I thought I’d share a couple screenshots of a web app I worked on a couple of months ago. I was cleaning up my computer’s Desktop space today and it made me smile, remembering the work that I’d done then.
I doubt if I’ll continue the project since I’m now working on something new.
The site was to be a code-learning area for kids. The requirements for not using/saving personal data was the reason for the interesting username behavior shown above. Usernames are combinations of adjective-noun and passwords then are combinations of color + icon.
Once upon a time…
…in an enchanted forest of Interweb there lived a kindly old oracle by the name of Google. Most days would find him smoking a long pipe and—seated at the end of a very long line—dispensing answers to the person at the head of said line. See, everyone came to Google when they were looking for something they couldn’t find.
One might inquire of Google, “where can a man go to find a good pub around here?” and he’d then magic up a scroll instantly. On the scroll would be a carefully-constructed list of pubs and over in the marginalia would be a bunch of advertisements for pixie dust, faerie potions, &c. As it happened, he paid for his various sundries and such out of the monies which he received from the witches who paid for these advertisements.
Sometimes, though, Google’s hand would cramp up a bit after a long bout of magical writing like that especially on summer days when the sun grew hot and rather than handing the person a scroll he’d just get a twinkle in his eye and ask, “are ye feeling lucky?” and if the person nodded, he’d then just tap his wand on their shoulder and they’d instantly be transported to the top place which would have been on the scroll, if only he’d penned it up as before.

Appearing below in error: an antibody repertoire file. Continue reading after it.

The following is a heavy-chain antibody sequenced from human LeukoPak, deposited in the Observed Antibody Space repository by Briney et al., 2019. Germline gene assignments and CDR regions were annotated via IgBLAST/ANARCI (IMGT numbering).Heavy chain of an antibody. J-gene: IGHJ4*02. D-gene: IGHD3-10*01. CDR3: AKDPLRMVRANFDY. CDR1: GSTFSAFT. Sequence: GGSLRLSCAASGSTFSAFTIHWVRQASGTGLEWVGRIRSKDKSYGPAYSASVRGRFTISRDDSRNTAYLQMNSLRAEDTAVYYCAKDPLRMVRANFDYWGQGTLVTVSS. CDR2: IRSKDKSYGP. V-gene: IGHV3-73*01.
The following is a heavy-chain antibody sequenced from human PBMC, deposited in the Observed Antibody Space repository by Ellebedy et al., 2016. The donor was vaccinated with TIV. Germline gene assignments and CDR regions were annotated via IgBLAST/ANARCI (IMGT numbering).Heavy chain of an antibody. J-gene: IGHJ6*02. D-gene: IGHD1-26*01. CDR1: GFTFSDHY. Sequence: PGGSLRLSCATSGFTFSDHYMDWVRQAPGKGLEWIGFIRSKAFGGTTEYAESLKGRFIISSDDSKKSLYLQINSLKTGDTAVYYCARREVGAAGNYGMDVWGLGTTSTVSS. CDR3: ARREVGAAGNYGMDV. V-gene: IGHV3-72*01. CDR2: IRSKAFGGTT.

This carried on for some time as things tend to do. But then one day the witches hired a man whose job it was to count all the beans in the King’s silos. They wanted the man to use his advanced forms of math to cypher up the sum total of lost monies that Google was incurring by this practice of not scribing down those advertisements.
So the Royal COB (Counter-of-Beans) then set about to find out how often Google was taking this shortcut (“one soul a’ hundred”) and further, the total loss in pixie dust monies (“I fully a’sure ye it’s nigh less than a hundred-thousand-thousand of the paper scrip they call dollars a month’s sail west o’ here”). Well, the witches were fit to be tied, I’ll tell ye.
“Ye can’ot be doin’ tha’ anymore, Google”, they said. “Ye’re costin’ us out of hovel n home, ye are!”
…that’s the story of why Google can’ot just send ye on yer way anymore without the fairie dust adverts. The Royal COB and the witches simply won’t let him.
~~~ The End ~~~